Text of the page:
Family on �1,460 weekly housing benefit are moved out of East End

The family at the centre of the controversy over claiming �1,460-a-week housing benefit in East London are now believed to have been moved out by the local authority.

The father arrived as a political refugee from Ethiopia who was granted asylum, it is understood.

His family then arrived unexpectedly and Tower Hamlets Council was obliged to give them accommodation, the East London Advertiser has learned.

The family of 12—a couple with 10 children—are being supported by social services.

They have since been found accommodation in Redbridge, further out in the suburbs, according to one Town Hall source.

The controversy has now drawn comment from leading Government figures at the Department of Work & Pensions since it broke on the Advertiser website last night.

A statement to the paper tonight says: “This case demonstrates exactly why we are reforming Housing Benefit and ending the absurdity of people living in the sort of housing that an average working family could never afford.

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“On April 1 we introduced caps to Local Housing Allowance and reduced the maximum rate at which it could be paid. The sooner we can return fairness to a system that is out of control the better.”

Families already getting above �20,000 are being given up to nine months to adjust to the new reality.

Welfare payments in Tower Hamlets alone have reached �223 million in one year in Britain’s poorest borough—even before the family claiming �1,460 a week housing benefit, along with another nine families listed last month getting around �600 each.

“This shows the ludicrous public money being paid to put people into expensive housing,” said Tower Hamlets Opposition leader Peter Golds. “It is utterly, utterly ridiculous what sort of properties the council must be housing these families in.”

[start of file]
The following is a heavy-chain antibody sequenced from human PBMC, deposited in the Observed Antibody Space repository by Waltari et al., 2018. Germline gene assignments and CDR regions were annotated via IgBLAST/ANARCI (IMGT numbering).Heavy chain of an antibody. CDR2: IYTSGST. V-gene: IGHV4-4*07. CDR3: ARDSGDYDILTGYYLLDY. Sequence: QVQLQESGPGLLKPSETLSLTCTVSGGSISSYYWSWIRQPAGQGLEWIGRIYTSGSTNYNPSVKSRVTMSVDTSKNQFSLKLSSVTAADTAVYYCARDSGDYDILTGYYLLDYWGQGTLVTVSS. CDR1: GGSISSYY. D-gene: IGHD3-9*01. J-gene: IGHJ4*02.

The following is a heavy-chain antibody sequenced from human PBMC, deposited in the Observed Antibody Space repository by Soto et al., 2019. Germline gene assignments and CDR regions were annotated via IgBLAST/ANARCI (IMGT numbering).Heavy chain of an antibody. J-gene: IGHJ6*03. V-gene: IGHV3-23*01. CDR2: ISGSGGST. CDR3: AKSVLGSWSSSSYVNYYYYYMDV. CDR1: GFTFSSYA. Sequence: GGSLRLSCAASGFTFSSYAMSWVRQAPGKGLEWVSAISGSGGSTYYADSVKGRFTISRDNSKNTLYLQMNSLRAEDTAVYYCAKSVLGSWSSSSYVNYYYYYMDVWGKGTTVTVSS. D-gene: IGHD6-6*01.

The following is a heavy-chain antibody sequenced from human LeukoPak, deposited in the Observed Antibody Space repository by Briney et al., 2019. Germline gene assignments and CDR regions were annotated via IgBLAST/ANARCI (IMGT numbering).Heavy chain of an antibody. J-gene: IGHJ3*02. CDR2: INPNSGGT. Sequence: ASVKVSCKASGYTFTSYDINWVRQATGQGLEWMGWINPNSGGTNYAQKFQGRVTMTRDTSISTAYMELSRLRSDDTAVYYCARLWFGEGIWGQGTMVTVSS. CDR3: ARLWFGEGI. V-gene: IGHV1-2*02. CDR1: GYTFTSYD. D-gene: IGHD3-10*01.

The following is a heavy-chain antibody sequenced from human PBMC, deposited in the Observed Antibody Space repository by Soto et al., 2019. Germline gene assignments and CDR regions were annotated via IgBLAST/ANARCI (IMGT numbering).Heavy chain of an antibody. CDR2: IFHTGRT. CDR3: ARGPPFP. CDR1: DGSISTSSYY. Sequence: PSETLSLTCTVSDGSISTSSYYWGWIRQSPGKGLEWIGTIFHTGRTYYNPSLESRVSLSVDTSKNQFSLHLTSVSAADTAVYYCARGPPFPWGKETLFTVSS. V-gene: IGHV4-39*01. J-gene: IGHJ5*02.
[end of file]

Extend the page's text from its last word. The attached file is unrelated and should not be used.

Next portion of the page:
The last annual figures available show 10 families getting between �20,600 and �38,300 for the year 2008-09.

The year before was even higher, with 10 families claiming between �30,500 and �58,000.

The housing benefit bill for both private and social rented properties hit �159m in 2008-09, plus another �34m on emergency homeless shelter and �30m on council tax allowances.

A Town Hall statement tonight confirmed:

“We are not able to comment on details of individual cases with regards to benefit claimants, but work to ensure all claims are processed in line with the current guidelines from the Government.

“The eligibility criteria for housing benefit is set by the Department of Work & Pensions and not the council.

“Any money spent on providing financial support cannot be allocated to other services or facilities that the council provides.”

Details of the family on �1,460 weekly housing benefit emerged following a heated debate in which the Labour majority on Tower Hamlets council voted to condemn the Government capping benefits as “a deliberate attempt at social engineering.”

The �20,000 cap would increase overcrowding and lead to a move to “get working class families out of areas like the East End,” claimed Cllr Mark Francis.

He described the capping as “the Government’s pernicious policy that’s putting families on the rack.”

But the remark brought anger from Tory Opposition councillors who blamed Labour for a ‘dependency culture’ costing the country billions.

Their deputy group leader Tim Archer said: “Capping benefits at �20,000 for a family is more than enough—they’d have to earn �60,000 just to pay that in rent on the open market.”

The Government spent �200 billion on social security and tax credits in the last 12 months. Nearly 13 per cent of Britain’s working-age population are on benefits, with two million children living in workless households.

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